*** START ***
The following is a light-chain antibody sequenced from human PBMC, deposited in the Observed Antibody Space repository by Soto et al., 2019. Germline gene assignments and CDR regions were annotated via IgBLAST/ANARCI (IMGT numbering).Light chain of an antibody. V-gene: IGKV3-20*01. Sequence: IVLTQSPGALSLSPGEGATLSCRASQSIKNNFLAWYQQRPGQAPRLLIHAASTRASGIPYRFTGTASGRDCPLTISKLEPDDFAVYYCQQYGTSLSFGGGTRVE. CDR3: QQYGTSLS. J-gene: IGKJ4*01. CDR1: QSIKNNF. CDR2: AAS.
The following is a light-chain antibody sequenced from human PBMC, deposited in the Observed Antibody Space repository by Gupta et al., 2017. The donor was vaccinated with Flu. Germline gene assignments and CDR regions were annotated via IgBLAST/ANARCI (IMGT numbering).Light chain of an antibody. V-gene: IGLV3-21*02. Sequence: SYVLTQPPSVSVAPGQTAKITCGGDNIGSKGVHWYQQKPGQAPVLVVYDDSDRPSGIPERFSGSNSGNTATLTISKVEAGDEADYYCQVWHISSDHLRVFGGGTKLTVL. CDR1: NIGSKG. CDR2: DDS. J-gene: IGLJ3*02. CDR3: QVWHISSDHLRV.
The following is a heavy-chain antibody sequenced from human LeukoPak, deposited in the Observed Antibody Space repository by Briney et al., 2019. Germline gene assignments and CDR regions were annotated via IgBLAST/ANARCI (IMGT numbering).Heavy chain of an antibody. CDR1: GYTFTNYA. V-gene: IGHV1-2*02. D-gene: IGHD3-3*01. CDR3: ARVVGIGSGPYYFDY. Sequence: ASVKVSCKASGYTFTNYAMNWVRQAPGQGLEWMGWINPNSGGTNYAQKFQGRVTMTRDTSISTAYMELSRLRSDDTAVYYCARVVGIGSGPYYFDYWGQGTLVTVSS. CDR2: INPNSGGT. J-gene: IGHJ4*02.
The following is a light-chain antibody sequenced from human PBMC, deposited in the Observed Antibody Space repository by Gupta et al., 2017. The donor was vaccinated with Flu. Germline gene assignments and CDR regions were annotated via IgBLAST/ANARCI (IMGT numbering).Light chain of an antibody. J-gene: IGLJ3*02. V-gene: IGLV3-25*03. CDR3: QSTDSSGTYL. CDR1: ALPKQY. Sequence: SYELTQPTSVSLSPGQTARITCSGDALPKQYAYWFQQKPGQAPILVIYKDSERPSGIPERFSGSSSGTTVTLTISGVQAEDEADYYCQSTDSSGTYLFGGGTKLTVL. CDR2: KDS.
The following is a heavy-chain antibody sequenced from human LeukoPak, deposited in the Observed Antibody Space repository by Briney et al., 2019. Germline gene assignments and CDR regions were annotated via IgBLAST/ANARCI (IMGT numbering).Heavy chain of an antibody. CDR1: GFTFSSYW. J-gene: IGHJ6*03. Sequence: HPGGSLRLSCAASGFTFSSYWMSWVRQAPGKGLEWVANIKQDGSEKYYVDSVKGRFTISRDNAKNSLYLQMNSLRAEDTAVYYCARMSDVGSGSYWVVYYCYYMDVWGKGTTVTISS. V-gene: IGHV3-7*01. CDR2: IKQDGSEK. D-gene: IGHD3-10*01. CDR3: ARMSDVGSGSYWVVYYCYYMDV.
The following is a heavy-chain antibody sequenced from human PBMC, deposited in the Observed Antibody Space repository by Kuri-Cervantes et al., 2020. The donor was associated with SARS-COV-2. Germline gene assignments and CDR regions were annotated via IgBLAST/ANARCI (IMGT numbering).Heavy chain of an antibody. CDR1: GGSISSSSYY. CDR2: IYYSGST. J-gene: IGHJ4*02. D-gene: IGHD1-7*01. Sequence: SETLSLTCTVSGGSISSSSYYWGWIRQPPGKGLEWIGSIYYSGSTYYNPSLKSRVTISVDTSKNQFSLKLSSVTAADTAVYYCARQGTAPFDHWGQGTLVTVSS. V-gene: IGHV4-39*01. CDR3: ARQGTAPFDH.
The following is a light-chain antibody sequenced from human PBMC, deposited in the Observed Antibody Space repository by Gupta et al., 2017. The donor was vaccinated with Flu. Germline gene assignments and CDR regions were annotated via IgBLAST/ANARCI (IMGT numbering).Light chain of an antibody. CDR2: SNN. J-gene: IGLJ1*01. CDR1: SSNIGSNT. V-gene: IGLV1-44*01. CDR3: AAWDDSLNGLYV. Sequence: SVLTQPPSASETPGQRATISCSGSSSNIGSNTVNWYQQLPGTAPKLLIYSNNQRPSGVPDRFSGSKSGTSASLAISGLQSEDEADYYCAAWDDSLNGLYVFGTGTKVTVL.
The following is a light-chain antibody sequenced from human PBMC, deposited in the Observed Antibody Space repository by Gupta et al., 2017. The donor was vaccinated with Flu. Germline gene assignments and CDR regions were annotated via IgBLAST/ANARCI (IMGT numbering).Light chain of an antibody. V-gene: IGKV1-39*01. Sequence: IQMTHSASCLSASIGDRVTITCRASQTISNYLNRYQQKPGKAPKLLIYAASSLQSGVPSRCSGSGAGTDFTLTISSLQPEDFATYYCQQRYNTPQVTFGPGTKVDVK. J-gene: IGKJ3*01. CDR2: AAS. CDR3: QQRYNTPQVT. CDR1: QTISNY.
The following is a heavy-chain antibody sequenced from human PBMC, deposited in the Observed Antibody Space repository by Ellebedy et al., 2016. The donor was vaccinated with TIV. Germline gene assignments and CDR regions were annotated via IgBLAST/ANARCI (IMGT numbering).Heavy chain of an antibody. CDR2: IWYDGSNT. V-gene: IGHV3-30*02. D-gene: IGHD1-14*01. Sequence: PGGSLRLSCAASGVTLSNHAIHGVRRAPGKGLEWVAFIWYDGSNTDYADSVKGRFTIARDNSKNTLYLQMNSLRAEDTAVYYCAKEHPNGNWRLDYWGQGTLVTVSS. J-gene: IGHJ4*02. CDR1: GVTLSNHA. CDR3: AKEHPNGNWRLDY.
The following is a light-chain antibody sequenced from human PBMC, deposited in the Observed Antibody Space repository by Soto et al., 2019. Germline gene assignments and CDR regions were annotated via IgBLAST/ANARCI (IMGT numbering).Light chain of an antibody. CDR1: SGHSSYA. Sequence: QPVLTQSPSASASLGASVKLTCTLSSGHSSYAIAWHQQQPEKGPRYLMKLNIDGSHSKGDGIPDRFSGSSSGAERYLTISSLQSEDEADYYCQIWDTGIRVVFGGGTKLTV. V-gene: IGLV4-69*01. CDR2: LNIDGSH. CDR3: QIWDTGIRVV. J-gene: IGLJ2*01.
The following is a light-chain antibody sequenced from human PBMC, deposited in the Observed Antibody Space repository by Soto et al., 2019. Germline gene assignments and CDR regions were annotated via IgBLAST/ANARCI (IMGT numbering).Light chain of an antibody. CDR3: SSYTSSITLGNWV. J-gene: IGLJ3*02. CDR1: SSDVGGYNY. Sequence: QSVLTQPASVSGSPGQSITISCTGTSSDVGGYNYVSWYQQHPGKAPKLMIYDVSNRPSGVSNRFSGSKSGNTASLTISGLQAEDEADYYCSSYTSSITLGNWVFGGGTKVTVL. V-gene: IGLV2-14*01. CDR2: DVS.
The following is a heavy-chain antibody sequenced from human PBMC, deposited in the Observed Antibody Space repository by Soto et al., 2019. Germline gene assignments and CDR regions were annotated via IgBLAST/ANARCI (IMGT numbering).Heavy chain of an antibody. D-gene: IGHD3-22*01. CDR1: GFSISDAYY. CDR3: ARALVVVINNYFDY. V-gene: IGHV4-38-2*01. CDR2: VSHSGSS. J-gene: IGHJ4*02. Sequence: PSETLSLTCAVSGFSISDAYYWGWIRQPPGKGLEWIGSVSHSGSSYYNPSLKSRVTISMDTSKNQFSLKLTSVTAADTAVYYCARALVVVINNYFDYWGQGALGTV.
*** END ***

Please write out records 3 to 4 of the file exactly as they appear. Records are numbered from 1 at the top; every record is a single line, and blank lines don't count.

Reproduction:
The following is a heavy-chain antibody sequenced from human LeukoPak, deposited in the Observed Antibody Space repository by Briney et al., 2019. Germline gene assignments and CDR regions were annotated via IgBLAST/ANARCI (IMGT numbering).Heavy chain of an antibody. CDR1: GYTFTNYA. V-gene: IGHV1-2*02. D-gene: IGHD3-3*01. CDR3: ARVVGIGSGPYYFDY. Sequence: ASVKVSCKASGYTFTNYAMNWVRQAPGQGLEWMGWINPNSGGTNYAQKFQGRVTMTRDTSISTAYMELSRLRSDDTAVYYCARVVGIGSGPYYFDYWGQGTLVTVSS. CDR2: INPNSGGT. J-gene: IGHJ4*02.
The following is a light-chain antibody sequenced from human PBMC, deposited in the Observed Antibody Space repository by Gupta et al., 2017. The donor was vaccinated with Flu. Germline gene assignments and CDR regions were annotated via IgBLAST/ANARCI (IMGT numbering).Light chain of an antibody. J-gene: IGLJ3*02. V-gene: IGLV3-25*03. CDR3: QSTDSSGTYL. CDR1: ALPKQY. Sequence: SYELTQPTSVSLSPGQTARITCSGDALPKQYAYWFQQKPGQAPILVIYKDSERPSGIPERFSGSSSGTTVTLTISGVQAEDEADYYCQSTDSSGTYLFGGGTKLTVL. CDR2: KDS.